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Walking and Talking Across Spain - long distance walking chelates the chemicals that trigger my Multiple Chemical Sensitivities

Thursday, June 20, 2013

What is a Pilgrim?

I considered myself a pilgrim on my first Camino. I no longer walk a pilgrimage. I simply am here walking for my health. 

I acted as facilitator for two small groups last year, charging just enough to cover my own costs and expenses. The trips were designed for those who were unable to take a full six weeks to walk from Roncesvalles to Santiago. 

In my opinion, the people I helped are no less pilgrims than those who walk from anywhere else. If you start at your own doorstep, it is not always possible to walk. People don't swim across oceans. They fly or go by boat. Historically, many made this pilgrimage by horse, cart, or both. 

My walkers did not generally take up space in albergues. We booked and paid for private lodging. But that doesn't matter because where you sleep is of no importance. 

The ONLY criteria for this pilgrimage that I am aware of is that you walk the last 100 kilometers from Sarria and that you get two stamps per day. 

You can walk, run, skip, hop, take a car, bus, train, fly on a broomstick, or go by horse or donkey. You can hire a man to give you a piggy back ride to Sarria. They don't care in Santiago. 

You can walk barefoot, in boots, tennis shoes, sandals, or on stilts. You can roller skate to Sarria if you want to! They don't care in Santiago!

You can carry your pack, or have it transported. You can pull it on a cart or push it in a wagon. You can tie helium balloons to it or have it dropped each night by helicopter. You can tie it to your dog's back or give it to a local dragon in exchange for a daily roasted chicken!  They don't care in Santiago!

You can wear the same clothes every day and carry no pack at all if you want. Nobody cares!

As far as where you sleep, you can sleep in an albergue, in a tent, in your car, under the stars, in a haystack or in a Parador. It does not matter in Santiago!

You can be Catholic, Protestant, Jewish, Buddhist, Bahai, Moslem, pagan, Wiccan, or atheist. You can be straight, gay, bisexual, asexual, sleep by yourself or with a different partner each night and if you have walked from Sarria and have two stamps per day on your credential, nobody cares.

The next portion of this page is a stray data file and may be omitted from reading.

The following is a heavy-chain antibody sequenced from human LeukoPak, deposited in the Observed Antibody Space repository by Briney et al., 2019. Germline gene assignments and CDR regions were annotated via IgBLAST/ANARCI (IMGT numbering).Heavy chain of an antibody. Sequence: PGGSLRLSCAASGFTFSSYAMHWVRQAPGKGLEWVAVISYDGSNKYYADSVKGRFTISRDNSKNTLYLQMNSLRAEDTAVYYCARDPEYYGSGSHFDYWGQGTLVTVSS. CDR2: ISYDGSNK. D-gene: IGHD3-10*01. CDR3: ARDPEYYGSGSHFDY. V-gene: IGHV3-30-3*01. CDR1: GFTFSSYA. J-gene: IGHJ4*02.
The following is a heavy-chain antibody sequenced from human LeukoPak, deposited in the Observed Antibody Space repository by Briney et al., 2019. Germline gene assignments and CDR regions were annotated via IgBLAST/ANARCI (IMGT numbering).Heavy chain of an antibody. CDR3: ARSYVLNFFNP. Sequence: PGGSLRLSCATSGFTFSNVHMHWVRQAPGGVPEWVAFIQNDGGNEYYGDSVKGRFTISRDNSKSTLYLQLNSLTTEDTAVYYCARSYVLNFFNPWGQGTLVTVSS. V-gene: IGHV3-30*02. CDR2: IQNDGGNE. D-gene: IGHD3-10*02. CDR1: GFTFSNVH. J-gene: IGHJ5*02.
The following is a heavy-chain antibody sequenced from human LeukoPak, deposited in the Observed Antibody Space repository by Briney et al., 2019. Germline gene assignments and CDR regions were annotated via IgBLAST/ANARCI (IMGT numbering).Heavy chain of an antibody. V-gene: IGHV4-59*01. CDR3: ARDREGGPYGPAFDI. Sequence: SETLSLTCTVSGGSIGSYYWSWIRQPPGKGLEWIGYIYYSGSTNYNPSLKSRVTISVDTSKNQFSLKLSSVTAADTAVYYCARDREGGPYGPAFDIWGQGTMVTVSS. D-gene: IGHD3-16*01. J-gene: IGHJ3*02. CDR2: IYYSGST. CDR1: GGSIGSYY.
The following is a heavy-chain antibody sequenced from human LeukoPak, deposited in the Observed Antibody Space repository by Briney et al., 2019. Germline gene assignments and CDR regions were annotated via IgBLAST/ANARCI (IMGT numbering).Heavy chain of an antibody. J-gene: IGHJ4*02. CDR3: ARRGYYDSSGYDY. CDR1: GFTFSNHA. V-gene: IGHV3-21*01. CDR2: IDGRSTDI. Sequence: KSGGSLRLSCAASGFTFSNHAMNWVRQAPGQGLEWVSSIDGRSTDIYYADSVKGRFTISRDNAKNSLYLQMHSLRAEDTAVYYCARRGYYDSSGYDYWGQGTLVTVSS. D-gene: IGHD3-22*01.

You can be nice, mean, funny, angry, mentally stable or totally whacked. You can whine and cry and moan and groan or you can pray and help others along the Way. You can be a criminal, a sinner, a prostitute or a virgin and if you walk from Sarria and have two stamps per day, you are as 'real' as it gets. 

You can hire a porter to carry your pack right up to the pilgrim office desk and if you yourself have walked from Sarria and you have two stamps per day on your credential, you are considered to have completed the requirements for the pilgrimage. 

So. 

There you have it. 
The answer according to Santiago to the question, "what is a REAL pilgrim?'

Whether or not Santiago's definition is the same as each person's own definition is another matter. Whether or not we like Santiago's definition is another, still. 

But the fact remains...

If you walk from Sarria and you get two stamps per day in your credential...you ARE a pilgrim according to Santiago. 


4 comments:

  1. I was a part of your "group" last year and I was a pilgrim then and am still a pilgrim. Everything you said, is so right on, Annie. No matter how one does it, the Camino will work it's magic and gives us insights and lessons if we are open to it/them. The most important person we can meet on the Camino is ourselves.

    Buen Camino, Friend
    Patty

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  2. This I will share wherever possible...

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  3. Wonderful description Annie. I can see the title of your book now "To be a Pilgrim" :)I find when I'm alone I talk to God and I talk to myself. I probably would sound like Don Quixote if anyone heard and on a Pilgrimage such as this I would be even more internal (if that's the word, especially on some of those long stretches). To my mind that is what being a pilgrim would be for me - being closer to God.

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